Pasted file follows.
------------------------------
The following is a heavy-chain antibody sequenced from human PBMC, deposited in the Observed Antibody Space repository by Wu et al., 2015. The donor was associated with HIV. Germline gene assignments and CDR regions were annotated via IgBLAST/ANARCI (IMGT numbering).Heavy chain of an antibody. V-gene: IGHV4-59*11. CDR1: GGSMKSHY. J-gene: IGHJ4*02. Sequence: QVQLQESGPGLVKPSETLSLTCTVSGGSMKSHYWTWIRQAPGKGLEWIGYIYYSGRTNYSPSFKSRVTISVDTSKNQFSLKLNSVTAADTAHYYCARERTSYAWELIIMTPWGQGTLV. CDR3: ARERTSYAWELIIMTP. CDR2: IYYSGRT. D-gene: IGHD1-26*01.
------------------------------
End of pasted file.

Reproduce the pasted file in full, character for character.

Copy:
The following is a heavy-chain antibody sequenced from human PBMC, deposited in the Observed Antibody Space repository by Wu et al., 2015. The donor was associated with HIV. Germline gene assignments and CDR regions were annotated via IgBLAST/ANARCI (IMGT numbering).Heavy chain of an antibody. V-gene: IGHV4-59*11. CDR1: GGSMKSHY. J-gene: IGHJ4*02. Sequence: QVQLQESGPGLVKPSETLSLTCTVSGGSMKSHYWTWIRQAPGKGLEWIGYIYYSGRTNYSPSFKSRVTISVDTSKNQFSLKLNSVTAADTAHYYCARERTSYAWELIIMTPWGQGTLV. CDR3: ARERTSYAWELIIMTP. CDR2: IYYSGRT. D-gene: IGHD1-26*01.